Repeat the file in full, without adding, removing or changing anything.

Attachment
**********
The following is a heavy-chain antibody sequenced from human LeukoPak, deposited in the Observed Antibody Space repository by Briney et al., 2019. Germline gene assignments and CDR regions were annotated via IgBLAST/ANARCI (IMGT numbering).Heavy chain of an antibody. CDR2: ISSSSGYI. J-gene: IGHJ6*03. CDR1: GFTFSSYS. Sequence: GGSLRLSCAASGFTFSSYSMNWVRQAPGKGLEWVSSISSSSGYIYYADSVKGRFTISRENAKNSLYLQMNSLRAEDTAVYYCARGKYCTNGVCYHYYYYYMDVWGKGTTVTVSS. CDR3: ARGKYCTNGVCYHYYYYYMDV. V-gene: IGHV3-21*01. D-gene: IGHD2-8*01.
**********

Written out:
The following is a heavy-chain antibody sequenced from human LeukoPak, deposited in the Observed Antibody Space repository by Briney et al., 2019. Germline gene assignments and CDR regions were annotated via IgBLAST/ANARCI (IMGT numbering).Heavy chain of an antibody. CDR2: ISSSSGYI. J-gene: IGHJ6*03. CDR1: GFTFSSYS. Sequence: GGSLRLSCAASGFTFSSYSMNWVRQAPGKGLEWVSSISSSSGYIYYADSVKGRFTISRENAKNSLYLQMNSLRAEDTAVYYCARGKYCTNGVCYHYYYYYMDVWGKGTTVTVSS. CDR3: ARGKYCTNGVCYHYYYYYMDV. V-gene: IGHV3-21*01. D-gene: IGHD2-8*01.